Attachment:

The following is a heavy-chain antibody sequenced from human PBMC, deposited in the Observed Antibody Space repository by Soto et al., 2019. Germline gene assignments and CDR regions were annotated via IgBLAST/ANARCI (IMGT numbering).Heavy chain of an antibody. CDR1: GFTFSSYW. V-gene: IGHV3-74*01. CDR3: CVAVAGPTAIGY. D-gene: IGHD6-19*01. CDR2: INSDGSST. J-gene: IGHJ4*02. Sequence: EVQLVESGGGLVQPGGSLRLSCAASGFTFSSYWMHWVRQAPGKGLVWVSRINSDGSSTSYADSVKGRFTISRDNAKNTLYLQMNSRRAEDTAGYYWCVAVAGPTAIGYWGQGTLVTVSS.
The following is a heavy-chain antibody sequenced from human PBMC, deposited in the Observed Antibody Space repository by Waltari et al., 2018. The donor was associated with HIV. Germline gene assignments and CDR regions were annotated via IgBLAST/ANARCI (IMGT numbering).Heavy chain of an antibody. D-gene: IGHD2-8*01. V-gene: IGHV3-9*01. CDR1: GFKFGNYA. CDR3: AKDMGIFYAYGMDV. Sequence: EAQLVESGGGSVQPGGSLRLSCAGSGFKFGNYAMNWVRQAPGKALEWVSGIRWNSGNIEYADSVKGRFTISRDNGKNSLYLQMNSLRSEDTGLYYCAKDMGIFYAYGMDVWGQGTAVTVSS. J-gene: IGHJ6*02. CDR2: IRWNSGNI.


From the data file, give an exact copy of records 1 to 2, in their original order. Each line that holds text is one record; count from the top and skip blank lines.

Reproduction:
The following is a heavy-chain antibody sequenced from human PBMC, deposited in the Observed Antibody Space repository by Soto et al., 2019. Germline gene assignments and CDR regions were annotated via IgBLAST/ANARCI (IMGT numbering).Heavy chain of an antibody. CDR1: GFTFSSYW. V-gene: IGHV3-74*01. CDR3: CVAVAGPTAIGY. D-gene: IGHD6-19*01. CDR2: INSDGSST. J-gene: IGHJ4*02. Sequence: EVQLVESGGGLVQPGGSLRLSCAASGFTFSSYWMHWVRQAPGKGLVWVSRINSDGSSTSYADSVKGRFTISRDNAKNTLYLQMNSRRAEDTAGYYWCVAVAGPTAIGYWGQGTLVTVSS.
The following is a heavy-chain antibody sequenced from human PBMC, deposited in the Observed Antibody Space repository by Waltari et al., 2018. The donor was associated with HIV. Germline gene assignments and CDR regions were annotated via IgBLAST/ANARCI (IMGT numbering).Heavy chain of an antibody. D-gene: IGHD2-8*01. V-gene: IGHV3-9*01. CDR1: GFKFGNYA. CDR3: AKDMGIFYAYGMDV. Sequence: EAQLVESGGGSVQPGGSLRLSCAGSGFKFGNYAMNWVRQAPGKALEWVSGIRWNSGNIEYADSVKGRFTISRDNGKNSLYLQMNSLRSEDTGLYYCAKDMGIFYAYGMDVWGQGTAVTVSS. J-gene: IGHJ6*02. CDR2: IRWNSGNI.